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34 - Decision-Making in Immigration Court

from Part V - Other Legal Decision-Making

Published online by Cambridge University Press:  22 February 2024

Monica K. Miller
University of Nevada, Reno
Logan A. Yelderman
Prairie View A & M University, Texas
Matthew T. Huss
Creighton University, Omaha
Jason A. Cantone
George Mason University, Virginia
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Immigrants in the United States without proper documentation face the risk of being subject to deportation (“removal”) proceedings and being detained. Decisions about deportation and immigration detention are made by immigration judges (IJs) in immigration courts (ICs) around the country. Some applications are also decided by the United States Citizenship and Immigration Services (USCIS) and are characterized as “benefits” rather than relief. Psychological evidence is a key component of many forms of removal relief and benefits (e.g., asylum applications, hardship, competency). Decisions made by IJs, immigration attorneys, and mental health professionals in IC can have serious consequences for immigrants, including deportation and detention. This chapter reviews some of the psychological issues involved in immigration law and the legal decision-making involved in removal relief applications. It also outlines the ways in which forensic mental health assessments can aid IJs in their decision-making process and offers recommendations for research and policy in this area.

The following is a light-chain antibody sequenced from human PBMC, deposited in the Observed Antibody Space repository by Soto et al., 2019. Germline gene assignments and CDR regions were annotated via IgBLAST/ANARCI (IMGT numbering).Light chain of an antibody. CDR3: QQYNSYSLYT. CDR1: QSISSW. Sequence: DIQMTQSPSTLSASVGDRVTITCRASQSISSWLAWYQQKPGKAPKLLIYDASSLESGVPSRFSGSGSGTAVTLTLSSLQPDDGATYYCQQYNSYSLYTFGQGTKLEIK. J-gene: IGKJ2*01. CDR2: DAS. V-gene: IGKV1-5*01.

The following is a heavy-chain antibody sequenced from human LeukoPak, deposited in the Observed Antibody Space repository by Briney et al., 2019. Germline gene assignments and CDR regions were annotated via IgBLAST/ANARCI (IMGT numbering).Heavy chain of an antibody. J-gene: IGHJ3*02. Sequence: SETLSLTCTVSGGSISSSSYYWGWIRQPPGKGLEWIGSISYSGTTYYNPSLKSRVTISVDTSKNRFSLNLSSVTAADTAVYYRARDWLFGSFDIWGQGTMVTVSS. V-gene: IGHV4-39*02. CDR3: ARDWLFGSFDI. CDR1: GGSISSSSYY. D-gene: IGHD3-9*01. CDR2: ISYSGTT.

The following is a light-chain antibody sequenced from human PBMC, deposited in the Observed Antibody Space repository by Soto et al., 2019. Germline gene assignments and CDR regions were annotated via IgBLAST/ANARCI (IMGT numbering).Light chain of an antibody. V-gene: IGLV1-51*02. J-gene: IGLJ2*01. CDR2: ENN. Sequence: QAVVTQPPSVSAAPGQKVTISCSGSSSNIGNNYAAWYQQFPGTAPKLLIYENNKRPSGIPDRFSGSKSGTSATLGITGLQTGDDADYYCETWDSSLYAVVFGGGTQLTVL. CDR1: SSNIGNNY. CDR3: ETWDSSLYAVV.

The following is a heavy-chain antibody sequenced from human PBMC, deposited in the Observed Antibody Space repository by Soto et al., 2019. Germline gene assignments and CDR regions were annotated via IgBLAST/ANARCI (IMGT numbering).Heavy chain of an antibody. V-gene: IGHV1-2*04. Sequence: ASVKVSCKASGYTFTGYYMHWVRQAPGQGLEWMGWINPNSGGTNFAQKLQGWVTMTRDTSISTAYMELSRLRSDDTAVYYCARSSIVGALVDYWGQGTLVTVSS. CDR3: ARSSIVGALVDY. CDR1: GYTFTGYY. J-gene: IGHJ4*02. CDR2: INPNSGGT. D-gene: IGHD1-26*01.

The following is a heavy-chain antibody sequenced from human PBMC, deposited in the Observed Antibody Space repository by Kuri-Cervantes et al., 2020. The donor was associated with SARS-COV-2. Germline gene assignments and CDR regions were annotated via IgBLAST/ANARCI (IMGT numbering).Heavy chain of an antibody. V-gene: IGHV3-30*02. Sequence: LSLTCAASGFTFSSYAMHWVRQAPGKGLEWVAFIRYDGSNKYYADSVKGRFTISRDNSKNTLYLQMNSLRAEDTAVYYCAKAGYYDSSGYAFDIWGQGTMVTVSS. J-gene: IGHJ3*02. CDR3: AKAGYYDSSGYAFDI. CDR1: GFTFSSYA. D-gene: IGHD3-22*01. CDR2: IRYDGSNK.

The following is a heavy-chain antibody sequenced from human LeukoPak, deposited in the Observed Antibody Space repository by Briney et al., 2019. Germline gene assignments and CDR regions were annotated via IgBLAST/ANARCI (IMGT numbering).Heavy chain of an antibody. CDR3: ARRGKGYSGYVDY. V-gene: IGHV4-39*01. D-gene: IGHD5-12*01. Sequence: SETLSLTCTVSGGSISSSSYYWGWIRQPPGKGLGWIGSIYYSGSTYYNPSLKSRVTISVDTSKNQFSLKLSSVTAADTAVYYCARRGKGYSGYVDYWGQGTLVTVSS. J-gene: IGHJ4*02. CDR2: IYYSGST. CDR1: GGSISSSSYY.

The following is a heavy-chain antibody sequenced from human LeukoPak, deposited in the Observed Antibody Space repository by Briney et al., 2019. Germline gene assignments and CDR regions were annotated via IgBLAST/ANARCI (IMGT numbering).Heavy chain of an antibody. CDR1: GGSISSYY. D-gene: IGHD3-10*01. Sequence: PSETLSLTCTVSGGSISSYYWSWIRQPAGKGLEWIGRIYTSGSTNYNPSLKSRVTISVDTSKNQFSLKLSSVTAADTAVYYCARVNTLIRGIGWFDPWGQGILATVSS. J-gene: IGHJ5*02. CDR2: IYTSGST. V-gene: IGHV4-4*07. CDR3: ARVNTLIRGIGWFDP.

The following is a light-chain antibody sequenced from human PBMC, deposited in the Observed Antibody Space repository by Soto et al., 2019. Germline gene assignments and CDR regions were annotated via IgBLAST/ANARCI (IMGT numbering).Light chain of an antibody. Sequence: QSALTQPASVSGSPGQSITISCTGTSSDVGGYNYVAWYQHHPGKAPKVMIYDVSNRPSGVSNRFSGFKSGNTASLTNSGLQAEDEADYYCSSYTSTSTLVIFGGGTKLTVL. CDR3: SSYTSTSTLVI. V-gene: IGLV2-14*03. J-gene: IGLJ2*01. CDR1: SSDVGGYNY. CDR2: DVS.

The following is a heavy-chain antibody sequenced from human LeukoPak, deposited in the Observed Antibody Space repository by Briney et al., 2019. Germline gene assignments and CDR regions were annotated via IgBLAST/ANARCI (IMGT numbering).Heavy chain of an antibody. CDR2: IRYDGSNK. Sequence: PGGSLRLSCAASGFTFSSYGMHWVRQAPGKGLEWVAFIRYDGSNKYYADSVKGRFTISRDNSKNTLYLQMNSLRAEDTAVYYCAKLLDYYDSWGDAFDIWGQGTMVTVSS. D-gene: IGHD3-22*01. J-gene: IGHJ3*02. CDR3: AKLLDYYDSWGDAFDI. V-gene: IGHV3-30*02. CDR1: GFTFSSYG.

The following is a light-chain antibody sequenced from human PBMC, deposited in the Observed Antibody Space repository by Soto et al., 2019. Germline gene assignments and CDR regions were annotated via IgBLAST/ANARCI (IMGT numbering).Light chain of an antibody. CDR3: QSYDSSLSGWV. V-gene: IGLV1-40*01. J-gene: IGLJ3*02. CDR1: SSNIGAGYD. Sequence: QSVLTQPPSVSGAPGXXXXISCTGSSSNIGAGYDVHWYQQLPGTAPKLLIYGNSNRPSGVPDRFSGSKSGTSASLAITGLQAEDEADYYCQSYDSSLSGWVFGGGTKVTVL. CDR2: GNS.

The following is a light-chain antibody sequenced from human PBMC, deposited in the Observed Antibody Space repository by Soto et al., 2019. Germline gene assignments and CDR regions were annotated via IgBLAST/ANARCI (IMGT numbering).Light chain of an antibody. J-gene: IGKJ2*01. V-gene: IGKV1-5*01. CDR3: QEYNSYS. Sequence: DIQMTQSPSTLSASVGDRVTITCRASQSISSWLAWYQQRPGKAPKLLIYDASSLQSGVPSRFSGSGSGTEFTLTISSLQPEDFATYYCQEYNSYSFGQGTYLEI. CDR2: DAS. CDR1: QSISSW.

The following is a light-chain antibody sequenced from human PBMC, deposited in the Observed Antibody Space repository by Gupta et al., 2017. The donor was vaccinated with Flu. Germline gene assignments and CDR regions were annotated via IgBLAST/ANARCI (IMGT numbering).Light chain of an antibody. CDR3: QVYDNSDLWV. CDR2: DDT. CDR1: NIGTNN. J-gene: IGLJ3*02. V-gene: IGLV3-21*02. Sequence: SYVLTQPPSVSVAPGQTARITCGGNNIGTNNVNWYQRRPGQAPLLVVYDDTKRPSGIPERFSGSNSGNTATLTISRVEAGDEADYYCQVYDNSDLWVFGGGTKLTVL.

Publisher: Cambridge University Press
Print publication year: 2024

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